OWNERSHIP Succession planning may be developed and administered by human resources, but it is owned by management. Management has the talent and skills to identify the attributes of future leadership, provide development opportunities and the feedback necessary for high-potential employees to morph into leaders. In smaller libraries without HR departments or personnel specialists, the library director has to take the lead and implement plans to deal with these issues.

VISION OF WHAT THE ORGANIZATION WILL NEED Understand the changing demographics and how they will directly impact the organization and over what time period the changes will hit.

SNAPSHOT OF PRESENT CONDITIONS Have a frank, objective, and accurate understanding of the current work force. What talents are currently found in the organization and which are lacking? Strive to understand how the skill sets will change over the planning horizon and develop ideas of how the library will recruit or develop needed skills.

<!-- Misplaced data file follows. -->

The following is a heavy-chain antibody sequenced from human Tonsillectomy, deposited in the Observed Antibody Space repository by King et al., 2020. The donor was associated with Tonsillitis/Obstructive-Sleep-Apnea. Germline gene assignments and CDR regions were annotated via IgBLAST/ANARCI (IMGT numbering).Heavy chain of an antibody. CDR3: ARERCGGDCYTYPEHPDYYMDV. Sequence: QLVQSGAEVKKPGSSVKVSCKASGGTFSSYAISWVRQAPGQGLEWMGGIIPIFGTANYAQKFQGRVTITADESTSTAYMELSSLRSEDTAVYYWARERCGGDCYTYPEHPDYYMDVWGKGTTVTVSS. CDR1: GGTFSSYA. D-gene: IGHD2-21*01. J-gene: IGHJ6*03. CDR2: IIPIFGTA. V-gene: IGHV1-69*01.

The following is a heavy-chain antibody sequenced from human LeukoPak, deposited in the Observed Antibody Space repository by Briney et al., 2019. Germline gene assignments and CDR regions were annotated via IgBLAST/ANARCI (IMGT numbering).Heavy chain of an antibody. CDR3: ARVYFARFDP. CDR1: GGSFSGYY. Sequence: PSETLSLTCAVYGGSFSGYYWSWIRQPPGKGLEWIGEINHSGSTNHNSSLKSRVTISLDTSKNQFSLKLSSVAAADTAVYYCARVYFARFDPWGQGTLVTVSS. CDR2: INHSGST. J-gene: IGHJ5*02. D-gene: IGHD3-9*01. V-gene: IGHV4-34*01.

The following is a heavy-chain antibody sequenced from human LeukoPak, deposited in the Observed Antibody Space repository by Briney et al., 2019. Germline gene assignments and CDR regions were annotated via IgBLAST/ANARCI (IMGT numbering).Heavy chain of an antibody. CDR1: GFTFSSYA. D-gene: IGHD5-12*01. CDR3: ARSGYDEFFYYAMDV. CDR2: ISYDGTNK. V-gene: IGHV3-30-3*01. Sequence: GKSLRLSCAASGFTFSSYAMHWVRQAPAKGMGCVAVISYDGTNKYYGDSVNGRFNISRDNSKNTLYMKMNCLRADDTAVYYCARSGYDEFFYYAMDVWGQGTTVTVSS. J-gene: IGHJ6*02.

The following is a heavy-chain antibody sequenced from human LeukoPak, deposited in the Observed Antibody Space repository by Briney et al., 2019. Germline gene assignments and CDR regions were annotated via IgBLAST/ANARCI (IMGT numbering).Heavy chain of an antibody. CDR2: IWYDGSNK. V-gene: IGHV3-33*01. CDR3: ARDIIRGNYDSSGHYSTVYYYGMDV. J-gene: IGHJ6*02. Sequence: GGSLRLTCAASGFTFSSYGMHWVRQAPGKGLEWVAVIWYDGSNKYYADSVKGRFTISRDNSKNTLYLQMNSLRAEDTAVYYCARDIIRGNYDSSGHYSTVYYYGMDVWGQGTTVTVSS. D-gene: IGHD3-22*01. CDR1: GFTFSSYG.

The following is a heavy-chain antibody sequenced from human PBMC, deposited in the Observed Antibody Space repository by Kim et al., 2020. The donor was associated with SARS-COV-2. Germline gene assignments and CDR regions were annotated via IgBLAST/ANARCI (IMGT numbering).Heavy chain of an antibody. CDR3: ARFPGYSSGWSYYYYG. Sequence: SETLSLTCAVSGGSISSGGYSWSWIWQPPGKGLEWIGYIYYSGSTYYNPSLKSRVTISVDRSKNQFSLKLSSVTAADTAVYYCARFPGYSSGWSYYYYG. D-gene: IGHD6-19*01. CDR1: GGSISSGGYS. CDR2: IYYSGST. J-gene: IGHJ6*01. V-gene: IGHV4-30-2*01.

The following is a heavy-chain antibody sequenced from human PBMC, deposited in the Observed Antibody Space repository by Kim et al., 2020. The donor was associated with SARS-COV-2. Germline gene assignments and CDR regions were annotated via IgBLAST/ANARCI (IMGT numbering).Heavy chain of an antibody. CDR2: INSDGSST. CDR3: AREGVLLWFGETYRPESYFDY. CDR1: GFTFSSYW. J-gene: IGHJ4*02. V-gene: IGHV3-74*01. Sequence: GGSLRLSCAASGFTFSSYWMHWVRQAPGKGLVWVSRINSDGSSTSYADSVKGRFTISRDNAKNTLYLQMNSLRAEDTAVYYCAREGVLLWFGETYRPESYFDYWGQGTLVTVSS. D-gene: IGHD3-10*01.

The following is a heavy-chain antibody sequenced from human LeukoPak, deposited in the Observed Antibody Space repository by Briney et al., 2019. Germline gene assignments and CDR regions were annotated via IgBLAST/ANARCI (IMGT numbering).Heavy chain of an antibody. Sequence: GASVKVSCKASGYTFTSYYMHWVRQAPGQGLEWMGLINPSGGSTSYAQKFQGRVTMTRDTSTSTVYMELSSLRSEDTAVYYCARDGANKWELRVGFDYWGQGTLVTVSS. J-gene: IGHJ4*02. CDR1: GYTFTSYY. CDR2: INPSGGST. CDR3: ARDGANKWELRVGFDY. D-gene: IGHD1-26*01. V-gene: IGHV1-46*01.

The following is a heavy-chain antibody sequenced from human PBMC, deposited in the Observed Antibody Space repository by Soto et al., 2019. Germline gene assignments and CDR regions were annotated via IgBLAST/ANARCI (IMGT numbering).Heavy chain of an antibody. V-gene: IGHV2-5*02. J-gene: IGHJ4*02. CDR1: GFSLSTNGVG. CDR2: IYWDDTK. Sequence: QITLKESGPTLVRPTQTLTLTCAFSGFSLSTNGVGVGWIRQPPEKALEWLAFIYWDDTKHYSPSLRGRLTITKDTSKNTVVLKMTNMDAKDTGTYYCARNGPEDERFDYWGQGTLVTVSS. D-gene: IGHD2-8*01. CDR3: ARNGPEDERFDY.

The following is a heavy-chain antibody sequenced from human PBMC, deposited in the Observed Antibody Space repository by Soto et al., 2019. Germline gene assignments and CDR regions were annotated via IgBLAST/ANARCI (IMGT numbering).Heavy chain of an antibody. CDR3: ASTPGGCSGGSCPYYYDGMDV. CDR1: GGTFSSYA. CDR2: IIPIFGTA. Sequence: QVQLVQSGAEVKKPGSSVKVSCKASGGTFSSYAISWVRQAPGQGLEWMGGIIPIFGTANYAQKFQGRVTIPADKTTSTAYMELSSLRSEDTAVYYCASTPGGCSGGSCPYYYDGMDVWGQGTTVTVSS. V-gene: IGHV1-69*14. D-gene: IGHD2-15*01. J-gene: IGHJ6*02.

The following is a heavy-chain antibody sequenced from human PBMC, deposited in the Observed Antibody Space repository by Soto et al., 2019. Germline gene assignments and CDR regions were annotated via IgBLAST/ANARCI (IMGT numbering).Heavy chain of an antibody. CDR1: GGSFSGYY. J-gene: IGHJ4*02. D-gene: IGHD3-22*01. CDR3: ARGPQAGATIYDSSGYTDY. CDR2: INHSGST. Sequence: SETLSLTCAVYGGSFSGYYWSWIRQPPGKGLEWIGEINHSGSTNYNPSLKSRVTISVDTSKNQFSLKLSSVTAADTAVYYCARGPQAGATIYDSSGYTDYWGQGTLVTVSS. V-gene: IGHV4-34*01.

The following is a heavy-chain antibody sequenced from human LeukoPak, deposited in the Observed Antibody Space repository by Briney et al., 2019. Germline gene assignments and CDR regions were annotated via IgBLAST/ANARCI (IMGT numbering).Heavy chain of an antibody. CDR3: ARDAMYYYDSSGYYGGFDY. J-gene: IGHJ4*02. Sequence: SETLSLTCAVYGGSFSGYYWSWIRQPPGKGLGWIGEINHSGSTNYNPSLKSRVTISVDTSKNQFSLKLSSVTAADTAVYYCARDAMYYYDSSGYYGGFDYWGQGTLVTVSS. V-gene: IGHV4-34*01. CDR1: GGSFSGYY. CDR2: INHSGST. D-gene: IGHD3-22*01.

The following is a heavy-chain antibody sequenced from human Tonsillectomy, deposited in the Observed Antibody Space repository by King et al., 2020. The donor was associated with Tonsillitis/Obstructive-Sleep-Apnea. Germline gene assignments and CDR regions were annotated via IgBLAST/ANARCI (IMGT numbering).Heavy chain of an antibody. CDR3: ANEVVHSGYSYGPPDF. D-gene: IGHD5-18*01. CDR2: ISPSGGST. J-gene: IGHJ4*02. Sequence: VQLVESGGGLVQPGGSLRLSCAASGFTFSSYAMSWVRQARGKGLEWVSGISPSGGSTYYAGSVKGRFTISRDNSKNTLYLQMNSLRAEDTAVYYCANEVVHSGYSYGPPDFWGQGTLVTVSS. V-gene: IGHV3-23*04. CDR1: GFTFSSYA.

OPENNESS TO NONTRADITIONAL SOURCES OF TALENT If library leaders continue to look for employees in traditional labor markets, they may fail. More likely, leadership will have to redefine the ideal worker, who may be part-time, multilingual, telecommuting, or a shift worker. Alternatives to traditional working hours and locations will facilitate staffing.

A WELL-DOCUMENTED TRAINING AND DEVELOPMENT PROGRAM Succession planning works best where the organization already has a culture of learning and development. Organizations that practice “just in time” learning and development have yet to develop the foresight or the patience to cultivate new leadership over years. Those who hope to establish succession planning processes in these places have a Herculean task before them. They will have to persuade the library’s leadership to take a broader and longer-term view of the library’s HR needs and to invest in a formal training and development process.

Know where you’re going

Succession planning is a trip to Tomorrow Land that can be accomplished by following eight directions: